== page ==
Rumble Fish ★★★★½

The older I get, the more I swing away from Coppola's New Hollywood string of canonical classics and the more I gravitate toward the freewheeling experiments of his work in the '80s and beyond. Rumble Fish is as much of a sensory experience and technical show-off as One from the Heart, the impressionistic flip-side to the more standard coming-of-age tale of The Outsiders. Its plot is not so much thin as vaporous, forever taking the shimmering, ectoplasmic shape of something solid before a slight breeze disrupts the form. It is a film carved out of various images and sounds of youth, blending '50s greasers with contemporary fashion, expressionistic renditions of West Side Story gang fights with a soundtrack heavy on zydeco and basement funk.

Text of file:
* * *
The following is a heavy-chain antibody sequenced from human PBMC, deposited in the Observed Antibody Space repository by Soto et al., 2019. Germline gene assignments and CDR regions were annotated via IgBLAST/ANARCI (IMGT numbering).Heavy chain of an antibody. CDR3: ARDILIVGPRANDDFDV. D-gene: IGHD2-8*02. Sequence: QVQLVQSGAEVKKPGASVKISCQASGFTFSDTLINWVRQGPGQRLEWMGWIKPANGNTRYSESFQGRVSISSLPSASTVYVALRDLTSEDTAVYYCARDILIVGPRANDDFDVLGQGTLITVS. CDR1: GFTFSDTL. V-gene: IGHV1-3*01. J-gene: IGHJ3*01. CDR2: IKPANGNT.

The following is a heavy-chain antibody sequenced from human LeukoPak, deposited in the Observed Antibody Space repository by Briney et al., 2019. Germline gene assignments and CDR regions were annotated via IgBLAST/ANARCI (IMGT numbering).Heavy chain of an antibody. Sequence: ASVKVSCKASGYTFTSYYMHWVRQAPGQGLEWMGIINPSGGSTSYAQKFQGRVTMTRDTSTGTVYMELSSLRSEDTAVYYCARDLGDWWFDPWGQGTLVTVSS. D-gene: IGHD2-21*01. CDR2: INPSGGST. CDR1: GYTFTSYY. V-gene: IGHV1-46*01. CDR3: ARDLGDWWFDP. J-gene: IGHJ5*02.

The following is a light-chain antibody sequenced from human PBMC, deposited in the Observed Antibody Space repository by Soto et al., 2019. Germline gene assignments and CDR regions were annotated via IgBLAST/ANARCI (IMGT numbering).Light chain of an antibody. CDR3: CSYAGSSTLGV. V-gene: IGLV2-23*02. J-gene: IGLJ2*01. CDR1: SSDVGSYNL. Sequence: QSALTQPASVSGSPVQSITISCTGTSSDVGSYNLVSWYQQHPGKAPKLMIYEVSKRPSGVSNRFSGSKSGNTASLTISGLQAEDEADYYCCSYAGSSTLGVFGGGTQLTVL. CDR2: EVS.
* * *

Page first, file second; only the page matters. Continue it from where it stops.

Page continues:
Coppola shoots streets with slick filth and sewer fog, back alleys with dread, and characters with silent-film visual poetry. Peep the way that black levels plunge when the film's hateful cop is on screen, or how Rusty James is framed late in the movie against rear-projected clouds floating by in such a way that he looks like a figure in a Soviet movie about the rewards of collective farming. Then there's Rourke, who coalesces into this film as if out of the concentrate of James Dean and Brando. He exudes sensitivity and strength, the eerie calm of a man preternaturally capable of receiving the blind devotion of others and of someone who has decided the exact terms of their death. Coppola films in moods, and the ones on display here are of longing and confusion and despair, and for all the gorgeous fish-eye shots and glinting lights, the most compelling shots are the ones that contrast Motorcycle Boy's aloof peace with Rusty James's collapsing cool and naked desire for kinship with his brother. Maybe Coppola's most haunting feature.